Past Times

Legislators sought to ban hot rods

In the summer of ‘49, Richard Lassiter, Earl Johnson and Donnie Thomas were pampering Donnie’s “strip-down” in anticipation of a ride to the beach.
In the summer of ‘49, Richard Lassiter, Earl Johnson and Donnie Thomas were pampering Donnie’s “strip-down” in anticipation of a ride to the beach. News & Observer File Photo

In 1953, state lawmakers introduced legislation attempting to make hot rods illegal. N&O writer Charles Craven covered the response by “hot rodders” who gathered in Raleigh.

“Hot rodding is as American as a hot dog or a basketball game,” said one of the hot rod boys.

They pleaded that dual carburetors and high compression cylinder heads are a combination of American ingenuity – but a law enforcement group said they provide a high-speed ride to eternity.

A House Judiciary Committee yesterday didn’t decide either way, but deferred action of the administration’s House Bill 90. The bill is designed to make hot rods – cars altered for high speed – illegal.

The lively debate showed that the hot rod supporters consider their activities a legitimate “sport.” They clamored for a recognized organization – like in California. House Bill 90 would stifle inventiveness, they claimed.

The opposition, led by Highway Patrol Captain Charles Speed of Asheville, stressed that House Bill 90 would aid in curbing death on the highways.

Captain Speed told the lawmakers that the “thrill and desire for speed has crept into our youth – and we (the patrol) can’t catch them.”

Why can’t the patrol catch them? Here are the reasons outlined by the officer: electric fuel pumps, airplane-type shock absorbers, dual carburetors, high compression heads and speeds up to 120 miles an hour.…

The hot rodders took the floor with gusto.

George Parsons of Landis, who is a sophomore in mechanical engineering at State College, posed the question: “Could North Carolina be a little backward?”

Parsons said he had spent some time in California. Hot rodding has reached a roaring crescendo in the Golden State, where the coastal highways run arrow straight. “There,” said Parsons, “the National Hot Rod Association was formed.”

Parsons entreated the committee to forget about passage of the bill and lend their support to organizing hot-rodding into a controlled sporting organization – like in California.…

Asked to describe his car, Parsons said he had a 1932 Ford with a Mercury motor … “with everything possible on it to make it go faster.”

“How fast?” Wake Representative Phil Whitley wanted to know.

“It’ll clock 120.”

“Have you ever raced at night?” said the Representative.

Parsons admitted that he had.

“How fast?”

“The Lord only knows.”

But Parsons stressed that he’d given up racing at night. He said that hot-rodding is as “American as a hot dog or a basketball game.”

Parsons told the committee that among the hot rods were to be found many gross imposters – shot rods. A shot rod, he explained, is a beat up, stripped down car made to look like a hot rod but without safety devices. He described the bona fide hot rod as a “modified, well-built American stock car.”

“Shot rodders,” he said, “are giving us hot rodders a bad name.”

The youth went on to say that hot-rodding provided an outlet for mechanical proclivity. He said his own high-speed runs now were made on an abandoned air strip and emphasized that organization would provide more such places where the hot rodders could open up without being a hazard to the motoring public.…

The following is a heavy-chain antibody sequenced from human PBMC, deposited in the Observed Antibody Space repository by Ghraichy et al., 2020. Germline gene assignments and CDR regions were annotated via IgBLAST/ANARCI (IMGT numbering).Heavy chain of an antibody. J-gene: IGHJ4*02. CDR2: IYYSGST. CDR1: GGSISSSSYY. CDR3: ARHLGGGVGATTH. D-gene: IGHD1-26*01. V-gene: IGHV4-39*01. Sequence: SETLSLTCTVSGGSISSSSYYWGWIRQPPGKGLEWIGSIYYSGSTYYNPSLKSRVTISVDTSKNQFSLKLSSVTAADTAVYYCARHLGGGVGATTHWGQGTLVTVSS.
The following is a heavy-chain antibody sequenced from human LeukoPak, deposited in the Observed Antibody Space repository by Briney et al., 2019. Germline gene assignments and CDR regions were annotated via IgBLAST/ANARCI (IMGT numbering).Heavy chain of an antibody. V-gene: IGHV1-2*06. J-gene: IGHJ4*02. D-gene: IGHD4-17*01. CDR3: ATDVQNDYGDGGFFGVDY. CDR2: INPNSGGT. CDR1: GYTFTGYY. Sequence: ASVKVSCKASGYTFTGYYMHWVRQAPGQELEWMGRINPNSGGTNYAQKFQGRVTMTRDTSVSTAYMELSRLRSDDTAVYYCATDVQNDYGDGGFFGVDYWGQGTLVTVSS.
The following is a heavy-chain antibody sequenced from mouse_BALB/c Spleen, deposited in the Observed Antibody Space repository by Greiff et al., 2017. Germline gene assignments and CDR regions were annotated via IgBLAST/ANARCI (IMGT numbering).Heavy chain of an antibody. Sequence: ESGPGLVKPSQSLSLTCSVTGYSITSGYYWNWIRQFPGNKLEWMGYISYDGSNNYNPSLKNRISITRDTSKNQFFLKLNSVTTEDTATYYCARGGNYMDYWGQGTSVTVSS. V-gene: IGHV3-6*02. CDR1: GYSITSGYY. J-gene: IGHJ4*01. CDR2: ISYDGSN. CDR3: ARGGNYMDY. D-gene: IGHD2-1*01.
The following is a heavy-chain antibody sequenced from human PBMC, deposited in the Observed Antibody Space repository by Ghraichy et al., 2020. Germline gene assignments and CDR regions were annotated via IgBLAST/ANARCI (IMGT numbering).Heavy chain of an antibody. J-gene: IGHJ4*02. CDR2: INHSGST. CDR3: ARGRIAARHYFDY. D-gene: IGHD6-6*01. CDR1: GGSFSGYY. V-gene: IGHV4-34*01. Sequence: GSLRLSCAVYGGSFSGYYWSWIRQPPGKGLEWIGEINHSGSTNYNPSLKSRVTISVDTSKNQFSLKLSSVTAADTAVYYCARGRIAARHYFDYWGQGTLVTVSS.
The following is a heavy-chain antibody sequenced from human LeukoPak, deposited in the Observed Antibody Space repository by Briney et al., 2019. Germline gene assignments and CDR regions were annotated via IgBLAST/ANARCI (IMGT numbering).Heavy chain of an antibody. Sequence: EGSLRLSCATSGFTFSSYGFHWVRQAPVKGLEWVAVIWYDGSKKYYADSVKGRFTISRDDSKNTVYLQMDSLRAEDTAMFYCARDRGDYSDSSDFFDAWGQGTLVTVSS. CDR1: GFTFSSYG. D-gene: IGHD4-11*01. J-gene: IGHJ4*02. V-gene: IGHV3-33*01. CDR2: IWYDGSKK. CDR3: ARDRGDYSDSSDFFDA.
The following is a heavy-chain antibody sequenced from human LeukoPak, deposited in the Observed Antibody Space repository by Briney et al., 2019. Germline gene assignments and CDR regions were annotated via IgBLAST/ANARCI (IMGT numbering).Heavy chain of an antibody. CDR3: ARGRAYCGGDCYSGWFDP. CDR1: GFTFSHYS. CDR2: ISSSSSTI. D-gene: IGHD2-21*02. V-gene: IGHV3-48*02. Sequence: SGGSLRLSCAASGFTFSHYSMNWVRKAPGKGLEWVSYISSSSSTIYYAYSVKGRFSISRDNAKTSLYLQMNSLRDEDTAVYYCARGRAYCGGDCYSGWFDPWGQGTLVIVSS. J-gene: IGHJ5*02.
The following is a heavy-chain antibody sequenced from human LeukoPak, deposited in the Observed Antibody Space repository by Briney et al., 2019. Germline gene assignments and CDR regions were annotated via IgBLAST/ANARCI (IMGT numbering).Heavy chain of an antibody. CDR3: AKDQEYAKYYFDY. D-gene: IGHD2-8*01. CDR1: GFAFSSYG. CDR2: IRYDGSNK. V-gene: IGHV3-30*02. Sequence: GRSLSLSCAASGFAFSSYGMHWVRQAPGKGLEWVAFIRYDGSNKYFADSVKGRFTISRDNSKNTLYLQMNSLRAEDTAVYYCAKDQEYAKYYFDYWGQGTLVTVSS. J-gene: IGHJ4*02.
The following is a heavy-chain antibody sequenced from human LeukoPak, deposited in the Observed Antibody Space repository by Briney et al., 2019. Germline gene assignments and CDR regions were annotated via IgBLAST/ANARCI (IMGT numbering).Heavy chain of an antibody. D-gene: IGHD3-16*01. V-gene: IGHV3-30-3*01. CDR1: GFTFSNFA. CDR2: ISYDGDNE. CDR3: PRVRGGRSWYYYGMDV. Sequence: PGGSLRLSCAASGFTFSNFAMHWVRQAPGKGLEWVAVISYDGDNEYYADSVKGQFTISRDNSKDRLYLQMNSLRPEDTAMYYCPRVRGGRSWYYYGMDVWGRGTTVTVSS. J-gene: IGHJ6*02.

Thurman Williams of Winston-Salem said the bill would curb initiative and that the problem couldn’t be solved by making hot-rodding illegal, but only by impressing upon all drivers that speed on the highways is dangerous.

That’s the way it went – the hot rodders claiming inventiveness and the law enforcement officers claiming death.

Highway Patrol Sergeant Guy Duncan of Wilkes County said his county is loaded with hot rods. “The bootleggers use them to advantage,” he said.

He told how when the hot rodders leave a drive-in, the curb hops yell, “Dig a wheel?” That means to gun the souped up motor so the rear wheels spin on the take-off.

“They line up at night and whip around traffic lights,” the officer complained. He described how his force had to keep an eye out for one hot rodder who had placed bets around town, North Wilkesboro, that he could start at the square, roar down the main street for a block and make a right angle turn at 90 miles an hour.…

During the hearing, a brightly jacketed group of youths listened intenly from the back of the room. Lettering on their jackets advertised them as members of the “Rowan Road Angels.” The N&O Feb. 6, 1953

The bill that eventually passed was modified to put the responsibility on the hot rod owners, allowing the assumption that the owner is the driver of any speeding hot rod.

Officers complain … that while they are able to recognize hot rods they often are unable to catch them. The bill makes the chase unnecessary. Officers have only to copy license numbers.

In the bill, a hot rod is defined as any auto which has been altered so as to increase its speed.

After the original bill was introduced, hot rodders en mass descended on Raleigh for a public hearing. They contended hot rods were laboratories-on-wheels for the mechanically minded…. The N&O April 10, 1953

Read more stories from local and state history and send us your own stories on the blog Past Times,

Leonard: 919-829-4866 or